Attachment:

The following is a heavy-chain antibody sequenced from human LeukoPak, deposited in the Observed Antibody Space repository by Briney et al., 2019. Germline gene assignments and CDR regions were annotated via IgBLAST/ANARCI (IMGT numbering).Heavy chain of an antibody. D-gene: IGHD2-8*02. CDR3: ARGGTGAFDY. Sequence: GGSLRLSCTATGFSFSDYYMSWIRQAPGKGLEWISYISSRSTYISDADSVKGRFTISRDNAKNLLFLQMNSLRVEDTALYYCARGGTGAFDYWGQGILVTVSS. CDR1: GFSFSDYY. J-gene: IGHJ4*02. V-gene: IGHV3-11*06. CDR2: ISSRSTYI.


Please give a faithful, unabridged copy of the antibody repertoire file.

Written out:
The following is a heavy-chain antibody sequenced from human LeukoPak, deposited in the Observed Antibody Space repository by Briney et al., 2019. Germline gene assignments and CDR regions were annotated via IgBLAST/ANARCI (IMGT numbering).Heavy chain of an antibody. D-gene: IGHD2-8*02. CDR3: ARGGTGAFDY. Sequence: GGSLRLSCTATGFSFSDYYMSWIRQAPGKGLEWISYISSRSTYISDADSVKGRFTISRDNAKNLLFLQMNSLRVEDTALYYCARGGTGAFDYWGQGILVTVSS. CDR1: GFSFSDYY. J-gene: IGHJ4*02. V-gene: IGHV3-11*06. CDR2: ISSRSTYI.